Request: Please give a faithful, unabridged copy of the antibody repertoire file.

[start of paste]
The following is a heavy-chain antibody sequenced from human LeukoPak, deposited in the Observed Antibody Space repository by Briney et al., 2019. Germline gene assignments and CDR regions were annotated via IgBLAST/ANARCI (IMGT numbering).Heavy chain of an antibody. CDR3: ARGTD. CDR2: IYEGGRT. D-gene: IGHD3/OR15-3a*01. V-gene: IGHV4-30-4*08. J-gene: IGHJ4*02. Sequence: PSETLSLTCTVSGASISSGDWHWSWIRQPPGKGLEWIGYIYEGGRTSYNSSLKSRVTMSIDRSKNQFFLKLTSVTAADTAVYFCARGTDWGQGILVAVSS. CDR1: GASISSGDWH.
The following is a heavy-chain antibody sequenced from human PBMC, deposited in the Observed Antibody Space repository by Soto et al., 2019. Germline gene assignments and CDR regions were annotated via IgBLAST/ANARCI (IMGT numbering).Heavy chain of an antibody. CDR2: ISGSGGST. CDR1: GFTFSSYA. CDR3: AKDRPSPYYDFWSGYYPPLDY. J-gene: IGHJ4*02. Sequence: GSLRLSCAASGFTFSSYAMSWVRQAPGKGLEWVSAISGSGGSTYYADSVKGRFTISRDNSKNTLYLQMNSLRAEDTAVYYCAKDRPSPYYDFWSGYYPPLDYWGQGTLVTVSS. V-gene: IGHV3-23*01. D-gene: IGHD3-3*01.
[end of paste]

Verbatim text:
The following is a heavy-chain antibody sequenced from human LeukoPak, deposited in the Observed Antibody Space repository by Briney et al., 2019. Germline gene assignments and CDR regions were annotated via IgBLAST/ANARCI (IMGT numbering).Heavy chain of an antibody. CDR3: ARGTD. CDR2: IYEGGRT. D-gene: IGHD3/OR15-3a*01. V-gene: IGHV4-30-4*08. J-gene: IGHJ4*02. Sequence: PSETLSLTCTVSGASISSGDWHWSWIRQPPGKGLEWIGYIYEGGRTSYNSSLKSRVTMSIDRSKNQFFLKLTSVTAADTAVYFCARGTDWGQGILVAVSS. CDR1: GASISSGDWH.
The following is a heavy-chain antibody sequenced from human PBMC, deposited in the Observed Antibody Space repository by Soto et al., 2019. Germline gene assignments and CDR regions were annotated via IgBLAST/ANARCI (IMGT numbering).Heavy chain of an antibody. CDR2: ISGSGGST. CDR1: GFTFSSYA. CDR3: AKDRPSPYYDFWSGYYPPLDY. J-gene: IGHJ4*02. Sequence: GSLRLSCAASGFTFSSYAMSWVRQAPGKGLEWVSAISGSGGSTYYADSVKGRFTISRDNSKNTLYLQMNSLRAEDTAVYYCAKDRPSPYYDFWSGYYPPLDYWGQGTLVTVSS. V-gene: IGHV3-23*01. D-gene: IGHD3-3*01.